AE: From one bitch to another, do you think that playing the “bitch” role has played into your success?
TC: I don’t play a bitch; I just am who I am. I think in the world, if I were a guy, they’d say: “Oh he’s such a go-getter. He’s such a strong man and he’s motivated and he’s climbing the ladder.” [But] when you’re a woman, they just default to “bitch.”
I think I really am what I am, and I found that everyone wanted to call me a bitch, so I turned it around and instead of making it a bad thing, (because it sounds like such a negative word) I made my own acronym for bitch which is: Brave. Independent Tenacious. Creative. And Honest. I believe we all have a bit of bitch in us.
AE: That’s fantastic. I love that. What was the most difficult situation you’ve encountered since starting Takeover?
TC: I can’t really pick one because they’re all really difficult for me. I take it all on board and take it all really seriously. Every time I walk into these people’s places, I truly look at it as if it were my own, and I go into survival mode.
I find that sometimes, I go home at night and will sit up all night, trying to piece the puzzle together and solve everything.
There are definitely some people that are more challenging than others – it’s usually the close-minded people. But they’re all challenging in that I really want them to succeed and I want them all to get better.
AE: A lot of the times, these people are in dire financial situations. Do you ever feel too much pressure in trying to help them?
TC: Yeah, it’s definitely where part of the pressure comes from because I really do want to help them. And then I have someone who is telling me their marriage is failing, and they’re losing money, and they’re about to lose everything.
This season, I have someone who has been doing this for 30 years and her parents both got really sick at the same time. It made her step away from her business to take care of them, but then it all went to hell in a hand basket. She hasn’t been able to recover.
That’s why I take it so seriously. I truly feel for them and want to give them advice and tools to help turn it all around.
AE: That’s a lot more responsibility than I would ever want. On a lighter note, have you had to threaten to punch anyone in the face this season, like you’ve had to before?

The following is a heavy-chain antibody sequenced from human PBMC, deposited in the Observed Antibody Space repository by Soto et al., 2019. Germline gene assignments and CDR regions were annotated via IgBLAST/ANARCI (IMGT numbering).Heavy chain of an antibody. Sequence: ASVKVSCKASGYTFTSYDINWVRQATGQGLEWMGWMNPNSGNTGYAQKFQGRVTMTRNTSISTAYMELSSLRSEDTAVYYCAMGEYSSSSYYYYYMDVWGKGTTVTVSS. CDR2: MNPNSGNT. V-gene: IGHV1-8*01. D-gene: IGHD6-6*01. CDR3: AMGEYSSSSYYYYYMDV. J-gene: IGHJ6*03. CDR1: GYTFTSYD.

TC: Yeah, I lose my temper. Look, I care about what I do, I’m passionate about it. When I feel like I’m taking it more seriously than anyone else is, and I’m sitting up at night worrying if I’m able to help you, and worrying if I’ve gotten through to you, and people are mocking me or not taking it seriously – it makes me lose my temper.
AE: That happens to me on a daily basis. No one even has to mock me for that to happen. What’s your biggest pet peeve when it comes to a salon? I can tell you as someone walking in, for me; it’s seeing hair on the floor. But I just don’t like hair in general.
TC: It always pissed me off when people don’t clean. The fact that people think it’s okay to have their salon filthy is mind-blowing to me. I think the biggest peeve for me is laziness and complacency, because that’s all encompassing. If you’re lazy, you won’t care that the place is filthy, or how you take care of yourself, or how you treat a client.
AE: Have you ever arrived at a salon that was prepped for a makeover and thought, “Eh, you know, this really isn’t too bad”?
TC: You know, this season there were a couple of salons where the makeover wasn’t the issue. There’s one salon I go to in California that was totally refurbished maybe four or five months before I got there. The owners were so delusional; they spent something like $3,000 on shampoo chairs. Like, each chair was $3,000, because they thought that was important.
They put a lot of money into the aesthetic of the salon but it wasn’t about the makeover. Their issues were about how they ran their business and how they treated their staff.
AE: What else is going on with you these days?
TC: I’ve got a book coming out January 25th and it’s called It’s Not Really About The Hair, and it’s the honest truth about life, love and the business of beauty. It’s a memoir with life lessons. I find that I get a ton of emails from people and tweets and things asking me how I stand up for myself and how do I do these things.
A lot of young gay people write to me, asking how I came out. So this book is about my life experiences, for what they’re worth, and how those experiences shaped who I am. The lessons I’ve learned along the way taught me it’s OK to stand up for yourself and be who you are – whoever that person is.
Tabatha Coffey will appear in My Big Gay Italian Wedding! Dec. 2 – 4 at St. Luke’s Theatre, 308 West 46th Street.(ticket info here), and Season 3 of Tabatha’s Salon Takeover premieres Monday, Dec. 6 at 10/9 c on Bravo. Check out the preview of the first episode of the new season: